“My hope is for Dogwood to be a resource that builds the capacity of nonprofits, supports economic development and leverages funds to develop a healthier, stronger region.”
For four generations a member of Fred Jones’ family has lived in Franklin, NC and practiced law at the firm that was started by his great-grandfather. In fact, their roots in Macon County run so deep that his great-grandmother was a member of the Siler family, the original settlers of Macon County, and his grandmother’s house is built around a log cabin that Cherokee Indians traded to Jesse Siler when Macon County was settled.
After attending UNC as a Morehead Scholar and receiving degrees in Economics and Philosophy as well as a law degree, Fred came home to live, work and raise children in the nurturing environment of Franklin. He credits the impact the Morehead Foundation had on his development and recognizes how unusual it is for those kinds of resources to be dedicated to development of young people. Coming back to Franklin was a way to “pay dividends” on that investment. He also wanted to continue the legacy of the family business and still works alongside his father in the law firm.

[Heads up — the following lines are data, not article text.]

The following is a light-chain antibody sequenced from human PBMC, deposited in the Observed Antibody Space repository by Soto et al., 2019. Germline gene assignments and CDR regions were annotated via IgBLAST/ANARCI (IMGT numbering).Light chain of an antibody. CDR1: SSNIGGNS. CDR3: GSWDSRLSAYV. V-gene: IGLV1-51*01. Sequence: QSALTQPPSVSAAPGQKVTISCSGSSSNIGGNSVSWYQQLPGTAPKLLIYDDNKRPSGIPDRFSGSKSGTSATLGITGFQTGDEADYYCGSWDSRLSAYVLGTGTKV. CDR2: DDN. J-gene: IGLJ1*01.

As a child, Fred saw how hard his dad worked as an attorney, how much time he spent in the community, and how much he sacrificed. Following that example, he and his wife, Jennifer, helped establish Macon County Habitat for Humanity, which is a source of great pride. Fred is also active in his church and has served on the boards of Entegra Bank, Angel Medical Center, Rabun Gap-Nacoochee School, the Rotary Club of Franklin Daybreak and others.
“While health resources to combat the COVID crisis are needed in this current moment, more broadly, we would benefit the most by valuing education and creating job opportunities that would allow young people who grew up here to go out into the world and then bring those experiences back home,” he says.
For that, he believes Western North Carolina needs jobs that pay more than a living wage so individuals and families can thrive.
“Growing up in rural Western North Carolina, you see how it’s a mixed blessing that so many people are able to be content with whatever their situation is, but that can leave you unaware of opportunities for learning and growth. My hope is for Dogwood to be a resource that builds the capacity of nonprofits, supports economic development and leverages funds to develop a healthier, stronger region.”